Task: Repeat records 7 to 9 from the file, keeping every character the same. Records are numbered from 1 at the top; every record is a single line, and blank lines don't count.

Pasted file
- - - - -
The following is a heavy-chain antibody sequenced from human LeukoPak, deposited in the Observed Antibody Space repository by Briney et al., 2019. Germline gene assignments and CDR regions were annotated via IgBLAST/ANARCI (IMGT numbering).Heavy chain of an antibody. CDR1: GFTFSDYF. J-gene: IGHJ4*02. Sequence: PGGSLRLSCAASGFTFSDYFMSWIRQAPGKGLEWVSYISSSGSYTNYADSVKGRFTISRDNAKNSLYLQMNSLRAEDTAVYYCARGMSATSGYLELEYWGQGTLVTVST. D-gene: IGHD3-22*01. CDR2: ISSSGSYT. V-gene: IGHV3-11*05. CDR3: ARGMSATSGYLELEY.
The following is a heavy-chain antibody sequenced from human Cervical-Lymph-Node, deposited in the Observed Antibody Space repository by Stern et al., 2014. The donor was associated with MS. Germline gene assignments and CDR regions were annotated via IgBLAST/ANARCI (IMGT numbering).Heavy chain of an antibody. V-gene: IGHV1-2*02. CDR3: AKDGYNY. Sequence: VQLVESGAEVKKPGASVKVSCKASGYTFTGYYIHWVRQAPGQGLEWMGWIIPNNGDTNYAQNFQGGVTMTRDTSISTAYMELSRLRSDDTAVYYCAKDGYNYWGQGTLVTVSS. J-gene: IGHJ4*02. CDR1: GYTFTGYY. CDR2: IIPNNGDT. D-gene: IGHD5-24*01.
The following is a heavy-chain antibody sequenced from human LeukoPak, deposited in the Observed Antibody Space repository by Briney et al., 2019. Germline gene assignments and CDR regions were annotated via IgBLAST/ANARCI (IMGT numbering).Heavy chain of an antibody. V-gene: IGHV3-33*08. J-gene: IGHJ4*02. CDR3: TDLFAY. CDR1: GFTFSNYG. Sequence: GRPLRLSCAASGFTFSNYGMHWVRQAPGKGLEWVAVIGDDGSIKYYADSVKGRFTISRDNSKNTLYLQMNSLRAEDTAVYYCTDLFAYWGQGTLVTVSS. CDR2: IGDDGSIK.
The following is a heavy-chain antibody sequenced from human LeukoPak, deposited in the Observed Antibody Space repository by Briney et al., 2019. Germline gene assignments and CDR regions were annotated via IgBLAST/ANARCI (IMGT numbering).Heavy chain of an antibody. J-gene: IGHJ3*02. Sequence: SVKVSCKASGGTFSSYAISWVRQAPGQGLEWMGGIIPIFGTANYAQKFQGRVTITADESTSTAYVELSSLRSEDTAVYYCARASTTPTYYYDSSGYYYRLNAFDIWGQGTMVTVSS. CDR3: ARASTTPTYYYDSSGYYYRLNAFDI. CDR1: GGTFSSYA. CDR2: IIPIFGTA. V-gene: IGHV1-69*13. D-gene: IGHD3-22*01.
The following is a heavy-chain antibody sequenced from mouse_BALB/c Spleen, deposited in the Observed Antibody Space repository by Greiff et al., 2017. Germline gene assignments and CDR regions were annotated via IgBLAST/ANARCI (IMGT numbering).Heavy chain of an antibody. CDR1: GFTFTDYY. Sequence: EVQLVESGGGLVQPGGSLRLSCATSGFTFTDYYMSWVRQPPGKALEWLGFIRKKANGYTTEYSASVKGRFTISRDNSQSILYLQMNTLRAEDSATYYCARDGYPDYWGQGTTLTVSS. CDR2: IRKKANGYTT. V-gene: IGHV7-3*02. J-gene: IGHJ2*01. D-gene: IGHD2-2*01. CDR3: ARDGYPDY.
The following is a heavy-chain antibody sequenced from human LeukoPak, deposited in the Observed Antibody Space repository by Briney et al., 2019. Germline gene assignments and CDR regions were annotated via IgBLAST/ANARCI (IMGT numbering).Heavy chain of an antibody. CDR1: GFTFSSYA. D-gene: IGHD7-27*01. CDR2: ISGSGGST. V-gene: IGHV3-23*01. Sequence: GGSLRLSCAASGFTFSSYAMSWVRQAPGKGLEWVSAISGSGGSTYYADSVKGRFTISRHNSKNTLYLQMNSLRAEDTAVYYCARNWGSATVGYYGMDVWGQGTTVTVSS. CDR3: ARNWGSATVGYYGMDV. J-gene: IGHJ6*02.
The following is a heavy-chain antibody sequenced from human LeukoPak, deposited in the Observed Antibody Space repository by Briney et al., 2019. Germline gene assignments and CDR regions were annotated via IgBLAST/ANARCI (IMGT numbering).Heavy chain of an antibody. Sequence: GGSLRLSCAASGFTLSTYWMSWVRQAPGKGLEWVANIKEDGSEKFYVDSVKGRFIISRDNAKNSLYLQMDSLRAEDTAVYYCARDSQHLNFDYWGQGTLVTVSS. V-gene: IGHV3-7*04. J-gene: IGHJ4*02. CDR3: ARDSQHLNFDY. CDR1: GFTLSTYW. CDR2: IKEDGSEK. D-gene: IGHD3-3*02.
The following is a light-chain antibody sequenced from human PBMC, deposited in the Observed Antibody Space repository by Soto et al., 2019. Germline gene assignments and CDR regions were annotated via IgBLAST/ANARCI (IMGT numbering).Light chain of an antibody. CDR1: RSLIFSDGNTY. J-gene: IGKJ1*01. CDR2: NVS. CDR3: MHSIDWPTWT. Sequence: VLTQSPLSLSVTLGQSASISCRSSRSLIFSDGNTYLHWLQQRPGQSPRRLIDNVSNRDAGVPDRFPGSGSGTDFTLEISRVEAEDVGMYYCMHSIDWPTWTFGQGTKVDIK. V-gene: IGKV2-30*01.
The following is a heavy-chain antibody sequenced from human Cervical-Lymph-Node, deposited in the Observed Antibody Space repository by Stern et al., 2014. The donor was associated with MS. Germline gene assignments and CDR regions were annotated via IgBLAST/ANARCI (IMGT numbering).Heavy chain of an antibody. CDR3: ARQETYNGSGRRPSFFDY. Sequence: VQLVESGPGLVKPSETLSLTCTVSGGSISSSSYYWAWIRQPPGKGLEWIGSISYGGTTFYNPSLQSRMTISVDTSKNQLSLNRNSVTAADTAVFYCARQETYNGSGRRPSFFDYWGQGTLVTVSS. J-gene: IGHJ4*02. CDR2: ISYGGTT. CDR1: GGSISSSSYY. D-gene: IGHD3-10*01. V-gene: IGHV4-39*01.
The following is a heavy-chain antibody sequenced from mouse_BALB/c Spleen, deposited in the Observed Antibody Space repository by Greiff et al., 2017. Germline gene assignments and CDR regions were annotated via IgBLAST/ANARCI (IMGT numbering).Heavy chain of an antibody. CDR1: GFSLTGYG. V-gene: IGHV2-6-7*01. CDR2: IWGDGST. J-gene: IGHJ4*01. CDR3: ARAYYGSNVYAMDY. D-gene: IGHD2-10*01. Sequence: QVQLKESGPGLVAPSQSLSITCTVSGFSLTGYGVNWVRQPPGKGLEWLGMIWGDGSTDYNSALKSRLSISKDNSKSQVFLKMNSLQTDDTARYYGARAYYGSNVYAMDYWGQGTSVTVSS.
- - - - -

The following is a heavy-chain antibody sequenced from human LeukoPak, deposited in the Observed Antibody Space repository by Briney et al., 2019. Germline gene assignments and CDR regions were annotated via IgBLAST/ANARCI (IMGT numbering).Heavy chain of an antibody. Sequence: GGSLRLSCAASGFTLSTYWMSWVRQAPGKGLEWVANIKEDGSEKFYVDSVKGRFIISRDNAKNSLYLQMDSLRAEDTAVYYCARDSQHLNFDYWGQGTLVTVSS. V-gene: IGHV3-7*04. J-gene: IGHJ4*02. CDR3: ARDSQHLNFDY. CDR1: GFTLSTYW. CDR2: IKEDGSEK. D-gene: IGHD3-3*02.
The following is a light-chain antibody sequenced from human PBMC, deposited in the Observed Antibody Space repository by Soto et al., 2019. Germline gene assignments and CDR regions were annotated via IgBLAST/ANARCI (IMGT numbering).Light chain of an antibody. CDR1: RSLIFSDGNTY. J-gene: IGKJ1*01. CDR2: NVS. CDR3: MHSIDWPTWT. Sequence: VLTQSPLSLSVTLGQSASISCRSSRSLIFSDGNTYLHWLQQRPGQSPRRLIDNVSNRDAGVPDRFPGSGSGTDFTLEISRVEAEDVGMYYCMHSIDWPTWTFGQGTKVDIK. V-gene: IGKV2-30*01.
The following is a heavy-chain antibody sequenced from human Cervical-Lymph-Node, deposited in the Observed Antibody Space repository by Stern et al., 2014. The donor was associated with MS. Germline gene assignments and CDR regions were annotated via IgBLAST/ANARCI (IMGT numbering).Heavy chain of an antibody. CDR3: ARQETYNGSGRRPSFFDY. Sequence: VQLVESGPGLVKPSETLSLTCTVSGGSISSSSYYWAWIRQPPGKGLEWIGSISYGGTTFYNPSLQSRMTISVDTSKNQLSLNRNSVTAADTAVFYCARQETYNGSGRRPSFFDYWGQGTLVTVSS. J-gene: IGHJ4*02. CDR2: ISYGGTT. CDR1: GGSISSSSYY. D-gene: IGHD3-10*01. V-gene: IGHV4-39*01.